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Willie John’s final Test and ‘The Invincibles’ make history

Willie John’s final Test and ‘The Invincibles’ make history

The 1970s were unquestionably the most successful period in The British & Irish Lions’ history, and on the 1974 Tour of South Africa, Willie John McBride and his men sealed their crowning moment. From mid-May to late July of that year, ‘The Invincibles’ won 21 matches out of 21, including the first three Tests to secure the series victory over the Springboks – a first of the 20th century.

The 1970s were unquestionably the most successful period in The British & Irish Lions’ history, and on the 1974 Tour of South Africa, Willie John McBride and his men sealed their crowning moment.

From mid-May to late July of that year, ‘The Invincibles’ won 21 matches out of 21, including the first three Tests to secure the series victory over the Springboks – a first of the 20th century.

They battled to a 12-3 win in Cape Town in the first Test, 28-9 in the second, and 26-9 in the third Test – a reputation for taking no backwards steps and the legendary ‘99 call’ established in the process.

All that remained was for the Lions to get up for one final game, the fourth Test in Johannesburg on July 27th.

Of course, against a team as proud as South Africa, winning a fourth Test to complete a whitewash was always going to be a massive ask.

And while the Lions couldn’t quite manage that, their 13-13 draw at Ellis Park ensured they left South Africa unbeaten.

The Invincibles

The fourth Test itself, understandably, turned out to be very tight, with the hosts fighting it out for pride and the Lions thirsting to make the record books.

Fly-half Jackie Snyman gave the Springboks the lead after just five minutes only for Roger Uttley to hit back with a try, converted by the great Phil Bennett.

Snyman levelled the scores with a second penalty but Andy Irvine’s three-pointer just before half-time gave the Lions the lead at the break, 10-6.

On the hour, Peter Cronje went over for South Africa’s only try to make it 10-10, and it looked like the Lions might finally lose a game when Snyman slotted a third penalty with ten minutes to go to put South Africa in front.

However, Irvine knocked over a penalty with four minutes to go to draw the Lions level and clinch the only unbeaten tour in the post-war era.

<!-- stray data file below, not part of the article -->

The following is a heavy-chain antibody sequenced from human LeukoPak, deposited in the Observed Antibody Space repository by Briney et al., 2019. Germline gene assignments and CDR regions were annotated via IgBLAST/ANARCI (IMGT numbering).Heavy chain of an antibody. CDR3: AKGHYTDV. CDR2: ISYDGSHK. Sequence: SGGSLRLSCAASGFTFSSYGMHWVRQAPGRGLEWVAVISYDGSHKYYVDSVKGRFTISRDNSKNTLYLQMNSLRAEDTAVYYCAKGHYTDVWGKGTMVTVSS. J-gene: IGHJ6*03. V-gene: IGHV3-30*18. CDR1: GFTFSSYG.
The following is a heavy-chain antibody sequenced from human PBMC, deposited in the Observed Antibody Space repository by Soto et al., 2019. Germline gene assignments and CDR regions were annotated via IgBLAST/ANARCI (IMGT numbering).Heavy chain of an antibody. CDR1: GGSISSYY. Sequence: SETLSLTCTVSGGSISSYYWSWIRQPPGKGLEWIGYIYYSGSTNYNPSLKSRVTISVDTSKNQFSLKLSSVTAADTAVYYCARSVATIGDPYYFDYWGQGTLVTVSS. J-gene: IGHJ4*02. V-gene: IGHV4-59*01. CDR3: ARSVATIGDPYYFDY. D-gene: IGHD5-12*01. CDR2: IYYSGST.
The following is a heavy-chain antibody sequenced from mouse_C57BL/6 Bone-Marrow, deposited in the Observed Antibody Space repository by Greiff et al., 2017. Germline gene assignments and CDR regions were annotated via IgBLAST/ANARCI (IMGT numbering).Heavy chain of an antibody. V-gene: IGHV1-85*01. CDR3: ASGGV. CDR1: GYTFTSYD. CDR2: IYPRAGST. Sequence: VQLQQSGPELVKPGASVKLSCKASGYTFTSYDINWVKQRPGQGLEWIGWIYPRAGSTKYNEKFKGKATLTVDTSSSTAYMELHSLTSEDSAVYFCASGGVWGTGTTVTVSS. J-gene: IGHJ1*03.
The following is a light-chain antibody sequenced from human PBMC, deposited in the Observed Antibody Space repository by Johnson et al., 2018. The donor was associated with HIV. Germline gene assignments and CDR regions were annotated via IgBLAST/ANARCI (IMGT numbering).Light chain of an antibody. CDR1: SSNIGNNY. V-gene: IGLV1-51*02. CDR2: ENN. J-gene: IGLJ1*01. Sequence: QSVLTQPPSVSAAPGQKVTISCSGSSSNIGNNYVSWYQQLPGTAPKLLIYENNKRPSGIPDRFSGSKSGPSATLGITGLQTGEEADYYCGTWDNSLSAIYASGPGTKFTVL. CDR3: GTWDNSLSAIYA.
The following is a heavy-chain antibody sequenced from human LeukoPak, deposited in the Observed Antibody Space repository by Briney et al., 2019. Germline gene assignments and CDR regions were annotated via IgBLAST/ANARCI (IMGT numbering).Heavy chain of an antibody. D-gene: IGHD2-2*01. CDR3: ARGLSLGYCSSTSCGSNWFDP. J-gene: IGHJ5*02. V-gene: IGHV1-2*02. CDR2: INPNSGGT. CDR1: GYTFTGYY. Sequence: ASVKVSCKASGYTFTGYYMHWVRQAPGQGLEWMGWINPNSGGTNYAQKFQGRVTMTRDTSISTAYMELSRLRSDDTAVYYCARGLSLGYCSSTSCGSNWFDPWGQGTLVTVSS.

A final record of 21 wins and a draw from 22 matches. It will take some going to ever match that record, let alone beat it.

Although, as Irvine put it in Behind the Lions: “What we have done is left a wee scope there for another team to go one better than us. The challenge is still there!”

The captain of all captains

As well as their legendary steel, the 1974 is famed due to the high expectations after the 1971 success being met, and surpassed – as well as its leading men.

Managed by Welshman Alun Thomas, with Syd Millar as coach, it is thought the Lions – captained by McBride – were so successful because of the conscious decision to fight fire with fire.

On previous Tours, key players had been lost to injury in matches against provincial sides, and the Lions camp deemed this a deliberate tactic with Test matches looming – hence, the 99 call policy, where all members of the team would gather to retaliate if they felt the opposition were being over-physical.

The leadership of McBride has been etched into Lions folklore and the second-row, who was on his fifth and final Lions Tour, amassed an unrivalled 17 caps – the last of which was this historic fourth Test.

Of McBride, coach Millar said: “The main difference between captaining your country and captaining the Lions is, of course, that the Lions captain has to unite four different sets of players.

“To do that, he has to be a motivator and leader of men. The captain has to develop that pride in the Lions.

“I made Willie John McBride Irish captain and I made him Lions captain, too. He was my choice because I knew how he thought and he knew how I thought, so it wouldn’t take long to get us working together.”

27 JULY 1974

SOUTH AFRICA (6) 13, BRITISH & IRISH LIONS (10) 13 (Ellis Park)

South Africa: Tonie Roux; Chris Pope, Peter Cronje(T), Jan Schlebusch, Gert Muller; Jackie Snyman(3P), Paul Bayvel; Niek Bezuidenhout, Piston van Wyk, Hannes Marais (capt); Moaner van Heerden, John Williams; Klippies Kritzinger, Jan Ellis, Kleintjie Grobler.
Bench: Rampie Stander, Malcolm Swanby, Gavin Cowley, Gert Schutte, Andre Bestbier, Kevin de Klerk,
Replacements used: Stander for Bezuidenhout 57.

British & Irish Lions: JPR Williams; Andy Irvine(T/P), Ian McGeechan, Dick Milliken, John Williams; Phil Bennett(C), Gareth Edwards; Ian McLauchlan, Bobby Windsor, Fran Cotton; Willie-John McBride (capt), Christopher Ralston; Roger Uttley(T), Fergus Slattery, Mervyn Davies.
Bench: Mike Gibson, Tom Grace, John Moloney, Ken Kennedy, Sandy Carmichael, Tony Neary,
Scoring sequence: 5′ Snyman J.C.P. (P) 3-0, 10′ Uttley R.M. (T) 3-4, Bennett P. (C) 3-6, 25′ Snyman J.C.P. (P) 6-6, 35′ Irvine A.R. (T) 6-10, 60′ Cronje P.A. (T) 10-10, 70′ Snyman J.C.P. (P) 13-10, 76′ Irvine A.R. (P) 13-13.

Referee: Max Baise (South Africa)

Attendance: 75000

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